An Antiquity of Imagination: Tvillio (Tullio) Lombardo and the Venetian High Renaissance Sculpture at NGA
Tullio Lombardo, one of the most gifted sculptors of all time, brought his art alive by integrating classical antiquity and contemporary Renaissance Venice in all his works. People appreciated his creativity because he took the risk of stepping out from the culture of paintings, which were popular at his time, and emerged the art of sculpture into the world. While observing his magnificent works in the National Gallery of Art, it was clear that he used many influences of classical antiquity in his sculptures. It was evident that Lombardo was passionate about the cultures of Greece and Rome in terms of classical antiquity.
The use of vine-leaf garlands, curly hair, use of drapery, and symbolic icons are all examples of classical antiquity in the sculptures. For instance, in “Bacchus and Ariadne” the use of a vine-leaf garland resembles that of a god with his bride Ariadne beside him. Ariadne with her immaculate hair pulled back in a headdress brings a classical feel into the sculpture. The framed border seemed like Lombardo was not only competing with ancient sculpture, but also with contemporary painters. The couple gave me a feeling as if they were poetic ideals and not just regular human beings. Most of his sculptures resembled perfection and flawless individuals. Therefore, their god-like features were very much noticeable.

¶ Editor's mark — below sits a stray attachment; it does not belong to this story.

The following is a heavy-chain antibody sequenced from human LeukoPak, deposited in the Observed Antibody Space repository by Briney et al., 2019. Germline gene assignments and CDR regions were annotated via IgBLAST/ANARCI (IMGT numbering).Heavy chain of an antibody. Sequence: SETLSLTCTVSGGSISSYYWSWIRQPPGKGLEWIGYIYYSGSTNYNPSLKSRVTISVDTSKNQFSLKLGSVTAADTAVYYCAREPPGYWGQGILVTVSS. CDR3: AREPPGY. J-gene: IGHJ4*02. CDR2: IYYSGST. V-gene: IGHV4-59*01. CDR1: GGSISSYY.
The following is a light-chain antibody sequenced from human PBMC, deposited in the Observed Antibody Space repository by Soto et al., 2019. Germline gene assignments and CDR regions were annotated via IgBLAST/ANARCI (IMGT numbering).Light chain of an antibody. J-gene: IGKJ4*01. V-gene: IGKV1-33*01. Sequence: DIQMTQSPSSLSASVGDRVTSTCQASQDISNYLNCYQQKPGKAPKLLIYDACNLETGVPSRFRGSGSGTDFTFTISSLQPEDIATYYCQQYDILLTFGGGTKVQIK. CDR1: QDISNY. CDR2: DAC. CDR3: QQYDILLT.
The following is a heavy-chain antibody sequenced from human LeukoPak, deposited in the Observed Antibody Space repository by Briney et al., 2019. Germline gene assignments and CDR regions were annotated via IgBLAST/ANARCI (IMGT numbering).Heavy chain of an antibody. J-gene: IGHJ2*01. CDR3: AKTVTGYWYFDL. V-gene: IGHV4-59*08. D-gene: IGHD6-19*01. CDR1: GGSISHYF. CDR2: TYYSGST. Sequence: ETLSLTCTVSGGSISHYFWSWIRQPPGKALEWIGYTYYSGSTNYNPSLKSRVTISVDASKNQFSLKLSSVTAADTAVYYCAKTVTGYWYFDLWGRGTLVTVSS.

Lombardo did a great job of emulating works of the ancients and even strived to surpass them by adding his contemporary touch of 16th century Venice. He had a very poetic approach to classical antiquity, which was highly appreciated while I was observing the sculptures in NGA.
Lombardo’s early life influenced his work of classical antiquity as it gave him the ability to go beyond his expectations....